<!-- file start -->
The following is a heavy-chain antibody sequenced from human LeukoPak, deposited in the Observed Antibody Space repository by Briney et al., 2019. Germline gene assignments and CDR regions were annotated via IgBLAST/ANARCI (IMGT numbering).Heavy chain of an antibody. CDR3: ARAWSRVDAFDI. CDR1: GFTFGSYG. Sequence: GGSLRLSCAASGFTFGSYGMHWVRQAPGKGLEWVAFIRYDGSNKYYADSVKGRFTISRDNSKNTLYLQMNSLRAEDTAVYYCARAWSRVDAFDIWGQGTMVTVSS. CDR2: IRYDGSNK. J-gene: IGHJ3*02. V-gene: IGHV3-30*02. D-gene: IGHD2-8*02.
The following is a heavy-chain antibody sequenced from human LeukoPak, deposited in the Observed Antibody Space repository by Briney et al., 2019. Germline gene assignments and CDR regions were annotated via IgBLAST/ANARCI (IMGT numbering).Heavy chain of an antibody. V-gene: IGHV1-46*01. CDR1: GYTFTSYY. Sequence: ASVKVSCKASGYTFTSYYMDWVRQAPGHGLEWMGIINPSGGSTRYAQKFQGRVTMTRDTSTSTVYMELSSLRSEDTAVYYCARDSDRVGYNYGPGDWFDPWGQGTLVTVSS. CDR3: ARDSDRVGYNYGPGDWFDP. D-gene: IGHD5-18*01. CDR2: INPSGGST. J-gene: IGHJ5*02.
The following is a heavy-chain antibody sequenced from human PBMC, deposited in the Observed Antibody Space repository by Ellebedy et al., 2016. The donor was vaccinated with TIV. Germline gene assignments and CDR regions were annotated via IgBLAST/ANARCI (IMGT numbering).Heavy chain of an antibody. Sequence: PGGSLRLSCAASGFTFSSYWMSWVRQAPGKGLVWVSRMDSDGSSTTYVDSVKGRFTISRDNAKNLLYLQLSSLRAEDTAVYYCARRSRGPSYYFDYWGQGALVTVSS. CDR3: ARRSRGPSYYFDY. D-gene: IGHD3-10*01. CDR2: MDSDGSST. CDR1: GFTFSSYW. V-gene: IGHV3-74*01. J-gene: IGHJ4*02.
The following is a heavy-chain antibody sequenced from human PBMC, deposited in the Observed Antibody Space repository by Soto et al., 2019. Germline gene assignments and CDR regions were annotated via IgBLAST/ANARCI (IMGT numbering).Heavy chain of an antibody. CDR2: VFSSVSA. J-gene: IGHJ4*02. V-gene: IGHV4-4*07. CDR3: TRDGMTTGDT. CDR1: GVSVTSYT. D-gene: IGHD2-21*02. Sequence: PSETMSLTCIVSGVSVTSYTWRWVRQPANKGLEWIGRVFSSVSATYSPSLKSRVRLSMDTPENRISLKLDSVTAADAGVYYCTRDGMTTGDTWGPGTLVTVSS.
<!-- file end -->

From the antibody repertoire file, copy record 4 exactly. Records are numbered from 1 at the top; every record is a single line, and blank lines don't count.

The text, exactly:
The following is a heavy-chain antibody sequenced from human PBMC, deposited in the Observed Antibody Space repository by Soto et al., 2019. Germline gene assignments and CDR regions were annotated via IgBLAST/ANARCI (IMGT numbering).Heavy chain of an antibody. CDR2: VFSSVSA. J-gene: IGHJ4*02. V-gene: IGHV4-4*07. CDR3: TRDGMTTGDT. CDR1: GVSVTSYT. D-gene: IGHD2-21*02. Sequence: PSETMSLTCIVSGVSVTSYTWRWVRQPANKGLEWIGRVFSSVSATYSPSLKSRVRLSMDTPENRISLKLDSVTAADAGVYYCTRDGMTTGDTWGPGTLVTVSS.